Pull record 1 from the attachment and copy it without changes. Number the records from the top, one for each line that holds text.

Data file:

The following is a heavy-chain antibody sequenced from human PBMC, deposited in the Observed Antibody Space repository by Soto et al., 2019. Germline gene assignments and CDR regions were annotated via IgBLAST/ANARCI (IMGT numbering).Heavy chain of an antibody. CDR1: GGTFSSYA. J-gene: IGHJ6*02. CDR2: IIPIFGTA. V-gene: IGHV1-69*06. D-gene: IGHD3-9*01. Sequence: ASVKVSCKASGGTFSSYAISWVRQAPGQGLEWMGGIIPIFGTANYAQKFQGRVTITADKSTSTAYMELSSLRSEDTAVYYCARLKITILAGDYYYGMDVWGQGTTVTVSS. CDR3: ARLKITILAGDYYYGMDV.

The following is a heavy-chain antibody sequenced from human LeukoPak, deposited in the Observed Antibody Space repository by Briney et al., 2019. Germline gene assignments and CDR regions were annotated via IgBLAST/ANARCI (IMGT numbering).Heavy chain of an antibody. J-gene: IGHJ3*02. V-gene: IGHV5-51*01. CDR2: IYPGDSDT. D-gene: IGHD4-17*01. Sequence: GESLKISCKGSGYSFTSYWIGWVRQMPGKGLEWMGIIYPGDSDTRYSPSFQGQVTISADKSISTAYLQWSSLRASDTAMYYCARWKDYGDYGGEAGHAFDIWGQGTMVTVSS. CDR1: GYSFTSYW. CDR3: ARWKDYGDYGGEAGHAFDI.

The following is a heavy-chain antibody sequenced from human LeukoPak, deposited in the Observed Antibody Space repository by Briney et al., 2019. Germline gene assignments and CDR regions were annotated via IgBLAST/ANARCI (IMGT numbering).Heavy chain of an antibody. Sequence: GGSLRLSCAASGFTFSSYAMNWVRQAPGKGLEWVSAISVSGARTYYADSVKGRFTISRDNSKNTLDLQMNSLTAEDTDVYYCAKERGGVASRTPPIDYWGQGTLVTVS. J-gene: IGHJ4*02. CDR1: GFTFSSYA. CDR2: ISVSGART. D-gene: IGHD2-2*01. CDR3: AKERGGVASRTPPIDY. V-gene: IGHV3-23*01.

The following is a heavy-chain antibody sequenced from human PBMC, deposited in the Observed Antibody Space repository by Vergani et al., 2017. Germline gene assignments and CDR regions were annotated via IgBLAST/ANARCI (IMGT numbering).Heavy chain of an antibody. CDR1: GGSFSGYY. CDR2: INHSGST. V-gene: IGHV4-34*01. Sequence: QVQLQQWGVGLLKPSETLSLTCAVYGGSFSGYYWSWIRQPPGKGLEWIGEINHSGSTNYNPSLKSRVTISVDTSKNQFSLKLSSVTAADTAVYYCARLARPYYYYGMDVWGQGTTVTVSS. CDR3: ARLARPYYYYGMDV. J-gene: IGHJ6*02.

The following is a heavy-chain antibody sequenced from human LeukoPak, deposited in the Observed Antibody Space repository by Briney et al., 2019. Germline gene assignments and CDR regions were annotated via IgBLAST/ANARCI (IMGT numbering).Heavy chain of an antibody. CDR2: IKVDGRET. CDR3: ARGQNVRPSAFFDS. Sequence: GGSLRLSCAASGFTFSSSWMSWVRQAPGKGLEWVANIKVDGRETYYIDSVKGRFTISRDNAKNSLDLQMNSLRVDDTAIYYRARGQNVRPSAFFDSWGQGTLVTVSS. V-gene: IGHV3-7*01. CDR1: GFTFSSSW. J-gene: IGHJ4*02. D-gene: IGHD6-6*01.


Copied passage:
The following is a heavy-chain antibody sequenced from human PBMC, deposited in the Observed Antibody Space repository by Soto et al., 2019. Germline gene assignments and CDR regions were annotated via IgBLAST/ANARCI (IMGT numbering).Heavy chain of an antibody. CDR1: GGTFSSYA. J-gene: IGHJ6*02. CDR2: IIPIFGTA. V-gene: IGHV1-69*06. D-gene: IGHD3-9*01. Sequence: ASVKVSCKASGGTFSSYAISWVRQAPGQGLEWMGGIIPIFGTANYAQKFQGRVTITADKSTSTAYMELSSLRSEDTAVYYCARLKITILAGDYYYGMDVWGQGTTVTVSS. CDR3: ARLKITILAGDYYYGMDV.